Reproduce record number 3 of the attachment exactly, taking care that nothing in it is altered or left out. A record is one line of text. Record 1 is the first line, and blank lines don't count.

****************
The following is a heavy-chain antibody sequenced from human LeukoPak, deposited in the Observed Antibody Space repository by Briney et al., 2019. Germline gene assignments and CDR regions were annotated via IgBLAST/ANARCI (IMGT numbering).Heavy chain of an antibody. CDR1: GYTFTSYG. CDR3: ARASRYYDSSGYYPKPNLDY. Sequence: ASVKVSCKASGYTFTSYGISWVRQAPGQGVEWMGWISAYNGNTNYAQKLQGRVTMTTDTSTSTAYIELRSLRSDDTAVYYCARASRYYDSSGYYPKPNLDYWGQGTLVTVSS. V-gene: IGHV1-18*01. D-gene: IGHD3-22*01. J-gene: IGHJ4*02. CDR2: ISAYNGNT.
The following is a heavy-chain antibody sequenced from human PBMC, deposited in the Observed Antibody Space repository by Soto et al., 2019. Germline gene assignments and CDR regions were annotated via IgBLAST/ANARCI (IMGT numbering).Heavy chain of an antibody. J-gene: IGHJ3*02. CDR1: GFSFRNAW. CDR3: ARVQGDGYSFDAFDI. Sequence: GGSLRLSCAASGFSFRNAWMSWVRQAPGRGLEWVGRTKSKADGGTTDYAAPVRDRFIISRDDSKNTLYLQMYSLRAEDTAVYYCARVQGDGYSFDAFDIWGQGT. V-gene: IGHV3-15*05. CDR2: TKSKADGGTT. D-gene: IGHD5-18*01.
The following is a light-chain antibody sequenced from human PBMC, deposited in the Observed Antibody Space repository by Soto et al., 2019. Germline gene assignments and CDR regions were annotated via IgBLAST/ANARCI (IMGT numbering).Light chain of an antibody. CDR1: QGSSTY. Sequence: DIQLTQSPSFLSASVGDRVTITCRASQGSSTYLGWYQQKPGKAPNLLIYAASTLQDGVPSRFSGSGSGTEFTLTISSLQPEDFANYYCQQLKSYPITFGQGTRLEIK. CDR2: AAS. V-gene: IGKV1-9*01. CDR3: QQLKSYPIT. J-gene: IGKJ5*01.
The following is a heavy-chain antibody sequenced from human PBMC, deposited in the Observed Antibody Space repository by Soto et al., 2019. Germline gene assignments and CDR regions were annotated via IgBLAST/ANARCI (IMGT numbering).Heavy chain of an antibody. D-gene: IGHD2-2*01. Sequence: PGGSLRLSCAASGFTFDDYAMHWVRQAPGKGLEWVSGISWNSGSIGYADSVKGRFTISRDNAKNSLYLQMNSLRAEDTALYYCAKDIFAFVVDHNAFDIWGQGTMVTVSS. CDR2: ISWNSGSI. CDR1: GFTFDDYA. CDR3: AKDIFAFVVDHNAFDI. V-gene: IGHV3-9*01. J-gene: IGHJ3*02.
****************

The following is a light-chain antibody sequenced from human PBMC, deposited in the Observed Antibody Space repository by Soto et al., 2019. Germline gene assignments and CDR regions were annotated via IgBLAST/ANARCI (IMGT numbering).Light chain of an antibody. CDR1: QGSSTY. Sequence: DIQLTQSPSFLSASVGDRVTITCRASQGSSTYLGWYQQKPGKAPNLLIYAASTLQDGVPSRFSGSGSGTEFTLTISSLQPEDFANYYCQQLKSYPITFGQGTRLEIK. CDR2: AAS. V-gene: IGKV1-9*01. CDR3: QQLKSYPIT. J-gene: IGKJ5*01.